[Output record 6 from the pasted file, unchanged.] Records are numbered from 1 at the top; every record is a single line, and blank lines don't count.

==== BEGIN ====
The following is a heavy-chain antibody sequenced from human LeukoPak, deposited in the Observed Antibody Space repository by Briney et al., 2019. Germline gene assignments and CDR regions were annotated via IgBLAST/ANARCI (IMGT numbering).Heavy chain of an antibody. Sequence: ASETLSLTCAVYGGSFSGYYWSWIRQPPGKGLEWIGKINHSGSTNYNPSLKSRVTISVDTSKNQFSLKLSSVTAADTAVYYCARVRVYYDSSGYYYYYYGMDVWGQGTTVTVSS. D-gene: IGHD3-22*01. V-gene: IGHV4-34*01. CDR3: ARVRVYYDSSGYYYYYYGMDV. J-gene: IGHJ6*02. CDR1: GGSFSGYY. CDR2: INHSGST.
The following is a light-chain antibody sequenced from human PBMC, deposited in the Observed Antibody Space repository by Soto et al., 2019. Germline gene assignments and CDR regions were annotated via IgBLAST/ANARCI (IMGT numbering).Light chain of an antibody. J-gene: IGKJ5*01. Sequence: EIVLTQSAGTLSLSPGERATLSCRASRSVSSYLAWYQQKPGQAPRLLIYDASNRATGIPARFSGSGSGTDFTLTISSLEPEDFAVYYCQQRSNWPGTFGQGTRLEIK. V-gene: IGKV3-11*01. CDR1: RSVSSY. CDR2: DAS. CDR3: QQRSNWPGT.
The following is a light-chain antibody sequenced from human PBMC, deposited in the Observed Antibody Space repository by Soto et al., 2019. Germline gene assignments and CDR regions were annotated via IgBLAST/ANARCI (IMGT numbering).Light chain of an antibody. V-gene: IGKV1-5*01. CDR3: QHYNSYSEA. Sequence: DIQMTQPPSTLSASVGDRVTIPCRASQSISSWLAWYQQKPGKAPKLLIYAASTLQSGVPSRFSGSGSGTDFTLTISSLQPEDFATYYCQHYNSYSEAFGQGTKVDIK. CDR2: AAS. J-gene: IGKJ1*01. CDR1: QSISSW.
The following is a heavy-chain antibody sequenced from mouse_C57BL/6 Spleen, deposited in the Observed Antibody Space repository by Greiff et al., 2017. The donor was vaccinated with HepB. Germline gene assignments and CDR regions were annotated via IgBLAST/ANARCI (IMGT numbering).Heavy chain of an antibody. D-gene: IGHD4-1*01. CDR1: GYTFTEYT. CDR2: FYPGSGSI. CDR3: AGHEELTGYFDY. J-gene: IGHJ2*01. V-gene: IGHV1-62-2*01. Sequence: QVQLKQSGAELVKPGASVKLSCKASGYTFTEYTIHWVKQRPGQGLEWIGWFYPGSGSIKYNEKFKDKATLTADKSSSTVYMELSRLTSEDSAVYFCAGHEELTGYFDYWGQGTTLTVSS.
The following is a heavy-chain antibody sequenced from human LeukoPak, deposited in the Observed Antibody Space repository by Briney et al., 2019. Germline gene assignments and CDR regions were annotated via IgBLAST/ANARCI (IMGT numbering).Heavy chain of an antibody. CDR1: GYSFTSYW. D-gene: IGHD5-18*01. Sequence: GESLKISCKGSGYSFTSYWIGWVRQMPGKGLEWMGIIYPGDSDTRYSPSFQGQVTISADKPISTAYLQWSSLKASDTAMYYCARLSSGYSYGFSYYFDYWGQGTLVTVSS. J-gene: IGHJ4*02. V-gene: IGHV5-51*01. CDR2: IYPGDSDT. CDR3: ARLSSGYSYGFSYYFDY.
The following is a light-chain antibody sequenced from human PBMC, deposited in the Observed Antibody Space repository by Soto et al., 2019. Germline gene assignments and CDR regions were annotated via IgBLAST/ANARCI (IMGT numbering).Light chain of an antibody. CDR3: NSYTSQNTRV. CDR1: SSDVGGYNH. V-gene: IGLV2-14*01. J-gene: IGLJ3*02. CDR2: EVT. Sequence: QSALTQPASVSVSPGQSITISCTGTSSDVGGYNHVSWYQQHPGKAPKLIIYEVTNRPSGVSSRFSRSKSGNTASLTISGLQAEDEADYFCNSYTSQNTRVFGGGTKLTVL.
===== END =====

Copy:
The following is a light-chain antibody sequenced from human PBMC, deposited in the Observed Antibody Space repository by Soto et al., 2019. Germline gene assignments and CDR regions were annotated via IgBLAST/ANARCI (IMGT numbering).Light chain of an antibody. CDR3: NSYTSQNTRV. CDR1: SSDVGGYNH. V-gene: IGLV2-14*01. J-gene: IGLJ3*02. CDR2: EVT. Sequence: QSALTQPASVSVSPGQSITISCTGTSSDVGGYNHVSWYQQHPGKAPKLIIYEVTNRPSGVSSRFSRSKSGNTASLTISGLQAEDEADYFCNSYTSQNTRVFGGGTKLTVL.